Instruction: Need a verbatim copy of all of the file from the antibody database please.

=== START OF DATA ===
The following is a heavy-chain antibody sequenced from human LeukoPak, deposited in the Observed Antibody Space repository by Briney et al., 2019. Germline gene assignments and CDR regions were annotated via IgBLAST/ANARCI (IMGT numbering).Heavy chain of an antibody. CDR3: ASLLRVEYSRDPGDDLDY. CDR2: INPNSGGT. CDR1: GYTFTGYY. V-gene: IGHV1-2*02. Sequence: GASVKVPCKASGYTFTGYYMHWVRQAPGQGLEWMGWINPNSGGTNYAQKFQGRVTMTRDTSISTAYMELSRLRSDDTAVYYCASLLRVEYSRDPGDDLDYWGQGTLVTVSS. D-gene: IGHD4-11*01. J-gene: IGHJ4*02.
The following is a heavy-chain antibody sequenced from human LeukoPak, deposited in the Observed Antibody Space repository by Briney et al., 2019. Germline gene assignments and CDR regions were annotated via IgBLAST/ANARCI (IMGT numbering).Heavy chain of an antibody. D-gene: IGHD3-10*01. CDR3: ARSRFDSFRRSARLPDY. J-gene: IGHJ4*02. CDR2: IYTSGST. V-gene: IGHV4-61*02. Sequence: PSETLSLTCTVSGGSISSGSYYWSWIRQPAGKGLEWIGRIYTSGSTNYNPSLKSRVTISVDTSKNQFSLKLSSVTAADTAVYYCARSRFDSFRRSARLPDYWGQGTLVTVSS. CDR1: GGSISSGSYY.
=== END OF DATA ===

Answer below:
The following is a heavy-chain antibody sequenced from human LeukoPak, deposited in the Observed Antibody Space repository by Briney et al., 2019. Germline gene assignments and CDR regions were annotated via IgBLAST/ANARCI (IMGT numbering).Heavy chain of an antibody. CDR3: ASLLRVEYSRDPGDDLDY. CDR2: INPNSGGT. CDR1: GYTFTGYY. V-gene: IGHV1-2*02. Sequence: GASVKVPCKASGYTFTGYYMHWVRQAPGQGLEWMGWINPNSGGTNYAQKFQGRVTMTRDTSISTAYMELSRLRSDDTAVYYCASLLRVEYSRDPGDDLDYWGQGTLVTVSS. D-gene: IGHD4-11*01. J-gene: IGHJ4*02.
The following is a heavy-chain antibody sequenced from human LeukoPak, deposited in the Observed Antibody Space repository by Briney et al., 2019. Germline gene assignments and CDR regions were annotated via IgBLAST/ANARCI (IMGT numbering).Heavy chain of an antibody. D-gene: IGHD3-10*01. CDR3: ARSRFDSFRRSARLPDY. J-gene: IGHJ4*02. CDR2: IYTSGST. V-gene: IGHV4-61*02. Sequence: PSETLSLTCTVSGGSISSGSYYWSWIRQPAGKGLEWIGRIYTSGSTNYNPSLKSRVTISVDTSKNQFSLKLSSVTAADTAVYYCARSRFDSFRRSARLPDYWGQGTLVTVSS. CDR1: GGSISSGSYY.